Once the problem of the language of communication was defined and resolved, there still existed another issue, not less serious, consisting in reaching out to the slaves. In this respect, he had to break down a great many barriers and came up against the sensitivities of the landowners, since he was not ready to grant all their wishes.
Secondly, when Monnet defined for himself his desired results, and organised his itinerant mission for the slaves, he refused to play into the hands of the representatives of the colony, undermining their principles, notably by facilitating marriage between slaves. From the first years of the slave system, the priests on Bourbon island had had to overcome all sorts of issues if they were to evangelise the slaves. The masters considered that by teaching slaves the catechism, priests gave them access to elementary knowledge that was useless but nevertheless dangerous, since the priest could not avoid communicating Christ’s egalitarian message and could not limit his teaching to a catechism of resignation and respect for the permanent character of the society, of established order. Consequently, the masters avoided collaborating with the religious process, which, in the long run, could result in destabilising the society. By drawing closer to the slaves, Monnet was able to criticise the image of the slave transmitted in France through letters written by priests themselves. Slaves were not thieves and liars, born lascivious and mutinous, but became so as a result of their situation, through the ferocity of the masters, following years of deprivation and all sorts of abuse. In a letter dated 19th January 1842, he wrote: “In the eyes of a large number (of priests), they (the slaves) are just beasts and brutes, whereas so much good could be made of them.” He did not consider that the slaves’ immorality as a consequence of paganism and questioned the system of slavery itself. “If they are poor subjects, it is the whites who are to blame, through their negligence and indifference.” By going against those who expressed alarmist opinions concerning the slaves, Monnet was a serious element of disruption. He gave an image of Christianity where the missionary is a guide, guardian and protector, all in the name of faith. Only salvation counted. He imagined a society cemented by faith and devoted to worship, escaping from the colonial society of slavery under the paternal direction of the priest. Monnet was aware of the limitations of his itinerant mission. Without the authorisation of the master, he could not set foot on an estate. In Saint-Denis, he only had the approval of a handful of landowners and could not reach out to all the slaves living in this vast parish. When he became parish priest of Saint Paul in 1843, he came up against settlers who considered that religion was private matter and they they were not to encourage their slaves to convert to Catholicism; they refused to give him access to their estates. He demanded that the State, which was for the evangelisation of the slaves, break down the walls put up by the masters. “My most sincere wish is that all the missionaries will say (to the government): either you give us access to all the slaves so that we can instruct them and turn them into Christians, or we leave.” In January 1842, he proposed that the Superior of the Congregation of the Holy Spirit should send priests wishing to deal exclusively with the slaves on the island. When the missionaries from a new congregation, specialised in evangelising Africans, arrived in the colony, he gave them free reign. He resigned from the clergy of Bourbon and became a totally uncontrollable priest.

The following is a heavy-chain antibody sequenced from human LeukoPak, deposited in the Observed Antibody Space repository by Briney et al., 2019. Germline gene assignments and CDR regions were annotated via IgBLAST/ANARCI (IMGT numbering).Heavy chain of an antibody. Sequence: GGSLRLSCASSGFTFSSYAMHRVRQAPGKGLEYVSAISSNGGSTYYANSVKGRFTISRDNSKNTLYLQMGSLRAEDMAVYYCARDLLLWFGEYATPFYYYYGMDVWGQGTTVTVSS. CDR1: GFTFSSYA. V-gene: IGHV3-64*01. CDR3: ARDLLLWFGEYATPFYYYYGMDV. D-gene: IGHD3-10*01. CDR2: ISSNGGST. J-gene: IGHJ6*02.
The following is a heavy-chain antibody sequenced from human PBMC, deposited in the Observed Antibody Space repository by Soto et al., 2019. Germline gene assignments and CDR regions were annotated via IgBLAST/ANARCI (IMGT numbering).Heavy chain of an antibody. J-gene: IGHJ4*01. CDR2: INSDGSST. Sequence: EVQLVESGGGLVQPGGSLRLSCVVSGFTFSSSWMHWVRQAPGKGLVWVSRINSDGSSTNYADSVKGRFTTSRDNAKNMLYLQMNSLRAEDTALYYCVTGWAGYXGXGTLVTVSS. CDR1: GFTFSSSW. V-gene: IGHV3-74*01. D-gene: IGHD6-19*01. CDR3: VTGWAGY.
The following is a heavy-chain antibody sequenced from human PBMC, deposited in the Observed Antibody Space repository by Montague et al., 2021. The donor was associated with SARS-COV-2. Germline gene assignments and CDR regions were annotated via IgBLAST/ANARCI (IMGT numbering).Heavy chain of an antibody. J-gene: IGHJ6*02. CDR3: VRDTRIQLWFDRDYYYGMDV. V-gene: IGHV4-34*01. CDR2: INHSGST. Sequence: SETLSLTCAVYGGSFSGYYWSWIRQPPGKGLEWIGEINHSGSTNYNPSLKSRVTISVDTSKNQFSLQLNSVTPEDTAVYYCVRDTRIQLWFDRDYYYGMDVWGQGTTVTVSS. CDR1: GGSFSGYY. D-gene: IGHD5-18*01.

By questioning the priests’ methods of working and going out to the plantations to evangelise the slaves, he antagonised all those who had been working in the colony for many years and who did not like the idea of a newcomer giving them lessons on how to approach slaves and teach catechism. When told of his coming, they could not appear less generous than the masters, and accepted his presence without, however, approving either his ideas or those of the masters. The itinerant character of his mission gave rise to conflicts concerning the competence of men wishing to protect their position of authority. In 1840, he visited la Rivière-des-Pluies and Boiscourt in the parish of Sainte-Marie; in 1842, he went to la Rivière-du-Mât on the property of Mme Lory in the parish of Saint-André, to the estate of the widow Desbassayns in Saint-Gilles-les-Hauts in the parish of Saint-Paul and to the estate of de Chateauvieux in Colimaçons in the parish of Saint-Leu. The parish priests were displeased and did not hesitate to criticise his methods, declaring that he was acting too quickly. Monnet’s relationship with the slaves differed from that of the others. He did not limit his task to making Christians out of them; he also lent an ear to their problems and gave them what they needed to cover their most urgent needs. He instilled in them the notion of solidarity, advising them to pool and manage their savings. By placing his trust in them, he enabled them to grow and gave them back their dignity and humanity. All those who considered the slave as an object or chattel could not forgive him his audaciousness.